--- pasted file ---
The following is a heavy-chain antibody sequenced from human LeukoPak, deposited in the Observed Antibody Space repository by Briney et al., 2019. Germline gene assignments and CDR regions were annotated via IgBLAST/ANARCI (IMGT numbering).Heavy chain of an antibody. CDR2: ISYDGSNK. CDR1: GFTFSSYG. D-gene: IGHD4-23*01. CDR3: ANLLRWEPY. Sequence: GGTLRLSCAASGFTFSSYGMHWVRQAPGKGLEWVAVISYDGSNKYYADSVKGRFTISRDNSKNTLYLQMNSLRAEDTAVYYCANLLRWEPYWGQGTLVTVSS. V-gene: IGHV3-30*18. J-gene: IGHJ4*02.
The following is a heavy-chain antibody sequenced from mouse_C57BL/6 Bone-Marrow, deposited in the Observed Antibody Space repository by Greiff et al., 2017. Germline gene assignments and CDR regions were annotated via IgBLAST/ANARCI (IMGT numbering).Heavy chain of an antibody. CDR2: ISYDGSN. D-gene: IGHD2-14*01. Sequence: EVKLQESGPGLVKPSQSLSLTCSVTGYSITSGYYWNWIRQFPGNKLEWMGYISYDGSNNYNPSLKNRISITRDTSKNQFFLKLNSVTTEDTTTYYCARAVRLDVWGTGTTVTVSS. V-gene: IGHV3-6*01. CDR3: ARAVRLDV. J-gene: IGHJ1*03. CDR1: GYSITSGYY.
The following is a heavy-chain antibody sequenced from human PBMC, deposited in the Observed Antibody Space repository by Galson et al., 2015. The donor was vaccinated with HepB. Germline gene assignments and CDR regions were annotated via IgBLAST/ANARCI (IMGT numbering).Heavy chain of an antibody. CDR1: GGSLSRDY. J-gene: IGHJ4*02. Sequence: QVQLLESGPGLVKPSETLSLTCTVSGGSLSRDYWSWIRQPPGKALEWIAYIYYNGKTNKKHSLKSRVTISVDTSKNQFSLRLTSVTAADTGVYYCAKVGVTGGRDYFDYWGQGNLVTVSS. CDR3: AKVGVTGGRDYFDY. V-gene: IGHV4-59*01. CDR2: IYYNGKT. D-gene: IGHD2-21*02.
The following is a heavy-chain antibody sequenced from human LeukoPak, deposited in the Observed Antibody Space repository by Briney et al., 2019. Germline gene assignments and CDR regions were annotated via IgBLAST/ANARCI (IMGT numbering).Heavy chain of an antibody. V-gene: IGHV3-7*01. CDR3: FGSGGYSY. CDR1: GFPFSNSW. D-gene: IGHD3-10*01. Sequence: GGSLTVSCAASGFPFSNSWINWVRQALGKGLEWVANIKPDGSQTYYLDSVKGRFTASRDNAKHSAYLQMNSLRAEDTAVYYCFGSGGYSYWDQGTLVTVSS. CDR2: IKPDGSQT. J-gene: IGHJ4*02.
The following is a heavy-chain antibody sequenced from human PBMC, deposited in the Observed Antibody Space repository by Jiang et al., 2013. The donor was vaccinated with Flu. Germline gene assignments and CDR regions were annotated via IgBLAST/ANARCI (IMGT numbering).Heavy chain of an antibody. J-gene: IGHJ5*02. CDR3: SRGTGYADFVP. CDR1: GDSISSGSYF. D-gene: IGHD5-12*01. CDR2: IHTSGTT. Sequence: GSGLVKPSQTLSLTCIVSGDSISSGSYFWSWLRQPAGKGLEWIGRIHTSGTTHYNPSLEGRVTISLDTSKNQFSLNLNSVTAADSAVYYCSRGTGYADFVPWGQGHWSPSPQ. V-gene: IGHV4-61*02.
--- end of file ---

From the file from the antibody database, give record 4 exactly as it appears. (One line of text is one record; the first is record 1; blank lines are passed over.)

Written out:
The following is a heavy-chain antibody sequenced from human LeukoPak, deposited in the Observed Antibody Space repository by Briney et al., 2019. Germline gene assignments and CDR regions were annotated via IgBLAST/ANARCI (IMGT numbering).Heavy chain of an antibody. V-gene: IGHV3-7*01. CDR3: FGSGGYSY. CDR1: GFPFSNSW. D-gene: IGHD3-10*01. Sequence: GGSLTVSCAASGFPFSNSWINWVRQALGKGLEWVANIKPDGSQTYYLDSVKGRFTASRDNAKHSAYLQMNSLRAEDTAVYYCFGSGGYSYWDQGTLVTVSS. CDR2: IKPDGSQT. J-gene: IGHJ4*02.